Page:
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Training Overview

Interested in becoming a Remote Pilot?  

With limited aircraft and availability, UAS Flight School seats are in high demand.  The process for participation in the UAS program may vary from agency to agency, or even region to region. However, UAS agency program leads agree the process starts with communication. The downstream goal is for regions to develop a vision and plan for UAS that outlines the number of pilots each region would like to maintain. That information will inform a training plan to meet the demand.

Step 1: 

If you are interested in becoming qualified to operate UAS for your agency, please start having that conversation with your local unit leadership and/or aviation officer. Besides your interest, you'll discuss how UAS can benefit your unit or zone. You'll also discuss what type of time and financial commitment may be required. Discuss and grow what UAS and a UAS program means on your unit.  In the end, make sure you have that initial conversation locally.

Step 2:

Local unit bought in!? Great - now what? Participation in the UAS program is generally managed at the regional aviation manager level. So, once you have the local unit on board it's time to reach out to your regional UAS coordinator (or designee). For some areas and agencies this may be your State Aviation Manager or Regional Aviation Manager. Much like Step 1, it's time to discuss your interest and your local unit's vision for a UAS program. Be thoughtful about how UAS could not only help you, but interdisciplinary colleagues and interagency partners. 

Step 3:

If Step 1 and Step 2 go to plan, the national UAS program managers (agency specific) are made aware by regional aviation managers of their respective candidates to enter the program. 

Step 4: 

The information from the UAS program managers is forwarded to the National Interagency UAS Training Program to inform the number of classes and locations. This process occurs only once a year - usually in the spring and will inform the next full training cycle (September - June). If you were successful following the steps above, you may be on that list and will be contacted by a UAS Training Coordinator to begin your preparation towards enrollment.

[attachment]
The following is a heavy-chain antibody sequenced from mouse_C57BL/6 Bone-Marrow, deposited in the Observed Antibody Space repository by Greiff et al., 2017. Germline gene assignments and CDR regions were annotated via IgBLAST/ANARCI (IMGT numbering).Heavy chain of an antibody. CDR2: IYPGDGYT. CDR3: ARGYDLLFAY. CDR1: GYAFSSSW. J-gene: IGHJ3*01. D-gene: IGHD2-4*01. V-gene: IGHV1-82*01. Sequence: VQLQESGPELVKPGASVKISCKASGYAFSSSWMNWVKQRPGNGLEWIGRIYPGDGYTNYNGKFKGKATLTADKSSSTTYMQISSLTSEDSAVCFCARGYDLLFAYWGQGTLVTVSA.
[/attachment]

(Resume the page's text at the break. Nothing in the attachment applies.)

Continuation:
Step 5: 

Prioritization and selection for enrollment towards becoming a pilot candidate occurs every October. The National Interagency UAS Training Program facilitates the prioritization exercise with national UAS program leaders. Once prioritization is complete, pilot candidates will be notified of their acceptance and enrollment into a planned session at least 60 days prior to scheduled delivery.



Training Requirements

DOI and USFS personnel must complete IAT Course A-450 for Basic Remote Pilot before receiving certification or any follow-on training.  A Part 107 license is a prerequisite for A-450, but Part 107 alone is not an authorization to perform remote pilot duties in an official capacity for the DOI and USFS.   

Remote pilots who wish to become qualified as a UASP for Incident Response must complete NWCG Course S-373, Incident UAS Operations.  Please do not start a UASP taskbook without successfully completing the UAS Flight School for Incident Operations.  Again, please work through your unit and agency leadership if you are interested in UAS.    



FY2023 Training Announcement

UAS Flight School for Incident Operations: Two-week flight school which incorporates A-450 Basic Remote Pilot and S-373 UAS Incident Operations. Pilot candidates will learn to plan and execute UAS operations on incidents, capture imagery with agency approved UAS, communicate, deconflict, and integrate into fire-traffic-area airspace, and engage in beyond visual line of sight mission profiles. Graduates will receive an agency UAS Remote Pilot Certificate (card) and become an NWCG UAS Remote Pilot (UASP) trainee.  For FY2023, this training is open to federal employees only as we continue to build additional training capacity.  

UAS Flight School for Natural Resource Management: Two-week flight school which incorporates A-450 Basic Remote Pilot and UAS Mapping. Pilot candidates will learn to operate aircraft, capture imagery with agency approved UAS, plan and implement automated flight mission sets, and process low complexity data products. Graduates will receive an agency UAS Remote Pilot Certificate (card).


FY2023 course seats have been allocated to federal agencies.  FY2024 course planning will begin in the spring of 2023. 

Recurrent Training

Remote Pilots should check FAA, departmental, and agency guidance for recurrent training requirements.  Remote pilots are responsible for understanding and complying with training requirements to maintain qualifications, proficiency, and currency. 

General Recurrent Training Guidelines:

  • Part 107: 2 years
  • A452R:  2 years
  • RT373:  3 years (Incident RPs are encouraged to complete this yearly, see the WFLP for more information)


Please reference the Wildland Fire Learning portal for additional UAS training information:


OAS has released UAS Training Roles, current as of May 22, 2022

IAT Training Roles